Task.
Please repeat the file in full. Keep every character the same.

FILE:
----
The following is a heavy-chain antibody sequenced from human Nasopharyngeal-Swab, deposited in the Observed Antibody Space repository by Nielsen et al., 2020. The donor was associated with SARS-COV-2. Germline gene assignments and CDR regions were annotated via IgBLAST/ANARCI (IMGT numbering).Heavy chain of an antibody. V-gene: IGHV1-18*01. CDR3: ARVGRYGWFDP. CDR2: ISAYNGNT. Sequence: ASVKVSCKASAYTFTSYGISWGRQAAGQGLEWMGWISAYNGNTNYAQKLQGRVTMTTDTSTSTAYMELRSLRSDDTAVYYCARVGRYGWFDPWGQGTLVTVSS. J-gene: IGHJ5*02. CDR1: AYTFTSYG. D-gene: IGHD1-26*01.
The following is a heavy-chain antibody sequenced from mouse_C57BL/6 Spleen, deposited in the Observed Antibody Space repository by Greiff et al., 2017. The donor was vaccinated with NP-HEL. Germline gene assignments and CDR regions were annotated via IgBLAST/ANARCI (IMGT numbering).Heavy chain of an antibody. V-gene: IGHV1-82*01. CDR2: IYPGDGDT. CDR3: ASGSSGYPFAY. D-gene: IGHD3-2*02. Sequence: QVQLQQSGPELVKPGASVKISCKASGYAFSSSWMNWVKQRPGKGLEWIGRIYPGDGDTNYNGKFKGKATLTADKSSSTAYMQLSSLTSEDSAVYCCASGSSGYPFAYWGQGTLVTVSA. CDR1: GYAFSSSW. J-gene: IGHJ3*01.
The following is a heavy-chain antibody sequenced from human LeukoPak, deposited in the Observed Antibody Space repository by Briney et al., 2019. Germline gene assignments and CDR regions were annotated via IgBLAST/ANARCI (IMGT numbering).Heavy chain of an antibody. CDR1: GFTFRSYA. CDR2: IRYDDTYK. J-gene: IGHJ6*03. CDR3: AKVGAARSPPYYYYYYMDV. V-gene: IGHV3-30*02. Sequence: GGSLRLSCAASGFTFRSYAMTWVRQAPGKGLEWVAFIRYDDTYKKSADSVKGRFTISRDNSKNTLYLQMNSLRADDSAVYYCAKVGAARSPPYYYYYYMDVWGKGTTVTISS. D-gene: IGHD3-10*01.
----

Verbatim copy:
The following is a heavy-chain antibody sequenced from human Nasopharyngeal-Swab, deposited in the Observed Antibody Space repository by Nielsen et al., 2020. The donor was associated with SARS-COV-2. Germline gene assignments and CDR regions were annotated via IgBLAST/ANARCI (IMGT numbering).Heavy chain of an antibody. V-gene: IGHV1-18*01. CDR3: ARVGRYGWFDP. CDR2: ISAYNGNT. Sequence: ASVKVSCKASAYTFTSYGISWGRQAAGQGLEWMGWISAYNGNTNYAQKLQGRVTMTTDTSTSTAYMELRSLRSDDTAVYYCARVGRYGWFDPWGQGTLVTVSS. J-gene: IGHJ5*02. CDR1: AYTFTSYG. D-gene: IGHD1-26*01.
The following is a heavy-chain antibody sequenced from mouse_C57BL/6 Spleen, deposited in the Observed Antibody Space repository by Greiff et al., 2017. The donor was vaccinated with NP-HEL. Germline gene assignments and CDR regions were annotated via IgBLAST/ANARCI (IMGT numbering).Heavy chain of an antibody. V-gene: IGHV1-82*01. CDR2: IYPGDGDT. CDR3: ASGSSGYPFAY. D-gene: IGHD3-2*02. Sequence: QVQLQQSGPELVKPGASVKISCKASGYAFSSSWMNWVKQRPGKGLEWIGRIYPGDGDTNYNGKFKGKATLTADKSSSTAYMQLSSLTSEDSAVYCCASGSSGYPFAYWGQGTLVTVSA. CDR1: GYAFSSSW. J-gene: IGHJ3*01.
The following is a heavy-chain antibody sequenced from human LeukoPak, deposited in the Observed Antibody Space repository by Briney et al., 2019. Germline gene assignments and CDR regions were annotated via IgBLAST/ANARCI (IMGT numbering).Heavy chain of an antibody. CDR1: GFTFRSYA. CDR2: IRYDDTYK. J-gene: IGHJ6*03. CDR3: AKVGAARSPPYYYYYYMDV. V-gene: IGHV3-30*02. Sequence: GGSLRLSCAASGFTFRSYAMTWVRQAPGKGLEWVAFIRYDDTYKKSADSVKGRFTISRDNSKNTLYLQMNSLRADDSAVYYCAKVGAARSPPYYYYYYMDVWGKGTTVTISS. D-gene: IGHD3-10*01.